Living local Daniel Dae Kim's guide to eating local
by Kawehi Haug
Advertiser Entertainment Writer
A man walks into a bar. Not exactly what we expected. The joke's on us.
At around 9:30 last Thursday morning, the plan was to watch actor Daniel Dae Kim walk through the door of Side Street Inn.
This is how it was supposed to go down: We'd meet, we'd sit, he'd answer a few questions, his phone would ring, and he'd say that he's needed back at the set and is that all for now?
We'd say yes, thank you, and by 10 a.m. we'd be back in real life, where we're an annoyance to the stars, and the stars are very important indeed.
So, this man walks into the bar. He doles out hugs and handshakes and makes us forget for the next 60 minutes that we're not in fact talking to some man who just walked into a bar.
Sitting in the empty eatery — owner Colin Nishida opened the place early to let us do the interview here because it's one of Kim's favorite Honolulu haunts — the actor looks the part. His overgrown hair, an essential prop for his role on the television show "Lost" as Korean businessman Jin stranded on the kind of island where personal grooming takes a backseat to survival, is slicked back into submission, Miami Beach style.
He's got that don't-hate-me-because-I'm-beautiful glint in his eye. Perfect teeth, golden tan. If we're just talking about the skin-deep stuff, the guy has every right to be an insufferable cad. A Hollywood-bred philistine. The kind of person we'd rather not have in our city of aloha, never mind how much cash and good publicity their big-budget motion picture projects generate for the Islands.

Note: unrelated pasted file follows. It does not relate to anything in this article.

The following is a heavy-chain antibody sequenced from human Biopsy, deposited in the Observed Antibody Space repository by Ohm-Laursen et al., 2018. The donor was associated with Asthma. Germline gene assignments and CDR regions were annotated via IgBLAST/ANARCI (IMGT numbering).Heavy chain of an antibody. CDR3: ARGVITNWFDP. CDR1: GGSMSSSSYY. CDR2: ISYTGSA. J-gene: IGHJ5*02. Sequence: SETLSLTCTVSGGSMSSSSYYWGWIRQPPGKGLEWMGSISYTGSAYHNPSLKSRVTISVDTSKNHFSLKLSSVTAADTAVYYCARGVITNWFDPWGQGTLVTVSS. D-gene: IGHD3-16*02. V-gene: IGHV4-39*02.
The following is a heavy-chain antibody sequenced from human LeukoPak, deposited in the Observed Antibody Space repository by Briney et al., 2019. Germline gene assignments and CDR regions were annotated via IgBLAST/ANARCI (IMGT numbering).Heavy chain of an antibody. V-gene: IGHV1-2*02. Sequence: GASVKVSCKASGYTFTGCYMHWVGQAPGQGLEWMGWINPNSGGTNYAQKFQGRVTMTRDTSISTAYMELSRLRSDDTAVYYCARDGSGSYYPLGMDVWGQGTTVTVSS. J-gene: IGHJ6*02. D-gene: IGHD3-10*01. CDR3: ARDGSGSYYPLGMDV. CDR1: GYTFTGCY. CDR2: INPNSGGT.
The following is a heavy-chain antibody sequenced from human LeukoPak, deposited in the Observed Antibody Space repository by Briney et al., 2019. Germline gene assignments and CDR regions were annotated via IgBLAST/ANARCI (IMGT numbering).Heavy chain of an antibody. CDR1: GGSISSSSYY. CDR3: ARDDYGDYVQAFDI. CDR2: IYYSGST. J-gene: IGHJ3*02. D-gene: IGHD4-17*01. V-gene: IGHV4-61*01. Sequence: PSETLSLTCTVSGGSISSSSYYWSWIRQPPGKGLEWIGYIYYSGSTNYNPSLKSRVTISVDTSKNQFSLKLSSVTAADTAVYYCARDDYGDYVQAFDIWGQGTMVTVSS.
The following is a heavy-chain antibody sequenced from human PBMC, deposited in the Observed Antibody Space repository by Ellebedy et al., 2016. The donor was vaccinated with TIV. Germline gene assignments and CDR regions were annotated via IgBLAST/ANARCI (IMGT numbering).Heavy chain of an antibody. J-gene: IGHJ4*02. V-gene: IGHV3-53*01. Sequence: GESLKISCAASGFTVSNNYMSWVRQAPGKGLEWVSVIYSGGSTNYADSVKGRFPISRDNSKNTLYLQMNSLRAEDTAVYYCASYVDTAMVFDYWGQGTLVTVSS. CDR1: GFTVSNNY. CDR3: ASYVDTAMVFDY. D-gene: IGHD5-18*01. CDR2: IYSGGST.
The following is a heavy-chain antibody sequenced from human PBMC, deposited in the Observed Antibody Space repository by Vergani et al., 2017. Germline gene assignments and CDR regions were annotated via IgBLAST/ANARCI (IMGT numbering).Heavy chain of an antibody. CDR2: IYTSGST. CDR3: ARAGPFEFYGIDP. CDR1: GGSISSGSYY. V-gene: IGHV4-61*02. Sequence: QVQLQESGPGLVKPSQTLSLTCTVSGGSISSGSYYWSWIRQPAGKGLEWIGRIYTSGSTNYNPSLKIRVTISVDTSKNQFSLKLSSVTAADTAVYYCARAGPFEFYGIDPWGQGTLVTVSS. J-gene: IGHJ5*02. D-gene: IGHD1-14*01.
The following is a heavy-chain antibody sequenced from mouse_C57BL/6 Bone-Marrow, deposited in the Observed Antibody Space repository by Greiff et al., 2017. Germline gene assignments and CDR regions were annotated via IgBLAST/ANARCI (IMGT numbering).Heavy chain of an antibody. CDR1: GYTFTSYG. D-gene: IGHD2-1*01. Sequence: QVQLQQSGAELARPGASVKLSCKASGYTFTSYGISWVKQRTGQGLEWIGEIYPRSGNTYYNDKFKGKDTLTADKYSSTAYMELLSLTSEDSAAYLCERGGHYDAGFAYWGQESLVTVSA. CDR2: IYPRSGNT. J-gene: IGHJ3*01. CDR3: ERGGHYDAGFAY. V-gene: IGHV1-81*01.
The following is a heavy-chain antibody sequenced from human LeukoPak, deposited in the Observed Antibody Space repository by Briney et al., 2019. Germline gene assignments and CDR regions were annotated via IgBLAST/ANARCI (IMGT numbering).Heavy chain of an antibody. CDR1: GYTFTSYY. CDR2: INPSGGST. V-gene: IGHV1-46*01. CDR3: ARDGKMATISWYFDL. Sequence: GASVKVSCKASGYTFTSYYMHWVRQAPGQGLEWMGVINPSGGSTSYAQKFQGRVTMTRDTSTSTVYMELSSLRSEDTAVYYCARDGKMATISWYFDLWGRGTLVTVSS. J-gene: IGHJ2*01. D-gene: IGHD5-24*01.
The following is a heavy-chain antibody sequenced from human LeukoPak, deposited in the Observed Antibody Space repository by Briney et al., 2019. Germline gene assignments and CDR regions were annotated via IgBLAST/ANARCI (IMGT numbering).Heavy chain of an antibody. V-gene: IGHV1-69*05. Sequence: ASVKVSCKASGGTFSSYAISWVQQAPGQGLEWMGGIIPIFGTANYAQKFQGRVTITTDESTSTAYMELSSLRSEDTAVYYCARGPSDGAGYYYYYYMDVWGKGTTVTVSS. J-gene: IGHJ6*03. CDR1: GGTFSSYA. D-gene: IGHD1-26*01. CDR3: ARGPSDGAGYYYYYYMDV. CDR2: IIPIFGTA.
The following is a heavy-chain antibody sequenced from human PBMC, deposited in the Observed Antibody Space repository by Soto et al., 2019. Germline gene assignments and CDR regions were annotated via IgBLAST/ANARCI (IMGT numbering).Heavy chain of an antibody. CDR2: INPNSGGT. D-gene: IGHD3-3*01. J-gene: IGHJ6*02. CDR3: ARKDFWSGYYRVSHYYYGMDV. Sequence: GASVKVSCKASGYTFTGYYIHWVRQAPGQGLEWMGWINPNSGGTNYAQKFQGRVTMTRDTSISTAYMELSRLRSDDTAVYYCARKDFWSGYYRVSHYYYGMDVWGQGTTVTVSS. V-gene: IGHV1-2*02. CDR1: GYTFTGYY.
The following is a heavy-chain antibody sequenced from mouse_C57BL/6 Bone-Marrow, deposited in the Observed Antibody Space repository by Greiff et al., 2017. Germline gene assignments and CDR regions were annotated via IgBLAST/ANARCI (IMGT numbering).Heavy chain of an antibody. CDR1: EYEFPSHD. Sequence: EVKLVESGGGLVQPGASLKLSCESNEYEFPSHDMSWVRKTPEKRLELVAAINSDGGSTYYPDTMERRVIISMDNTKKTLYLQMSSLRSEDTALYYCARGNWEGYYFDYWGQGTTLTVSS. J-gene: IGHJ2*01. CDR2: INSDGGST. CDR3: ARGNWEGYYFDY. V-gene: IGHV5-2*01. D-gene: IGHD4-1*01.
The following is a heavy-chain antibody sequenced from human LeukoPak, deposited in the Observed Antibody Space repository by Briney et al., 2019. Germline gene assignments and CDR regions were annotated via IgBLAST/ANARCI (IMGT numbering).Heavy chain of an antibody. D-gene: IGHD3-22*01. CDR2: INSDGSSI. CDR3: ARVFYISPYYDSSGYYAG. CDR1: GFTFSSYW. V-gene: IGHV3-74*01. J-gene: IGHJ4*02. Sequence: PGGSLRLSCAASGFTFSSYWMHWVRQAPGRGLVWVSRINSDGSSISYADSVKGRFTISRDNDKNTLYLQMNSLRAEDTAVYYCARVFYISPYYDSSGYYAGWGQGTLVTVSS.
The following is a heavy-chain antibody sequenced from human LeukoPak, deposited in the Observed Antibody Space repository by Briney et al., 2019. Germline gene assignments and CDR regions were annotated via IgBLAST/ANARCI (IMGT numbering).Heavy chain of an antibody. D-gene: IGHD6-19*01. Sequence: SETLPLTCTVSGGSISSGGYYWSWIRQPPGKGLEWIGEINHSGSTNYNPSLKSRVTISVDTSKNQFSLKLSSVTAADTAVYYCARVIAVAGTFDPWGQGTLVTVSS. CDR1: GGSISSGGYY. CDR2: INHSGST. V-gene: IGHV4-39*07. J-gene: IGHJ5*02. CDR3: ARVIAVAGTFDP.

But, take our word for it: We want this guy. And he wants us, which, even if he didn't look like a dream, counts for a lot.
On this day, Kim is between shooting the final few episodes of ABC's mega-hit series "Lost" and filming the pilot for a CBS network remake of "Hawaii Five-0" in which Kim will play Detective Chin Ho Kelly.
If the series takes off, it will be filmed here, ensuring that Kim, his wife and two sons will be able to stay on O'ahu, where he says they feel most at home.
Six years ago this week, Kim, 41, who was born in Busan, South Korea, and raised in New York and Pennsylvania, arrived in Honolulu to start work on "Lost," and hasn't wanted to leave the island since.
These are busy times for Kim, but if he's worried we're going to take up too much time on his big-star schedule, he's not letting on. He settles in on one of the black vinyl bar stools, elbows on the bar, eyes alert and welcomes the onslaught of questions.
Let's start with "Lost." Did you have any idea that it was going to be as big as it is?
I've been around long enough to know that just because you're excited about a project doesn't mean that the world is going to be excited about the project. I was cautiously optimistic about its prospects because I had a lot of faith in J.J. Abrams, and I thought what he was trying to do was really ambitious.
To be honest, when I first heard about the show, I wasn't very optimistic. It just doesn't seem like anything filmed here in Hawai'i is ever very successful.
At the time, "Hawaii," "North Shore" and "Lost" were all filming. I remember people saying that "Hawaii" was going to be the one show to stay around, and others said "North Shore" was going to stay around because it had beautiful women. No one wanted to work on "Lost." It's kind of ironic that we're the last ones standing.
In "Lost," you play a Korean-speaking Korean. Was it daunting to have to act in a different language?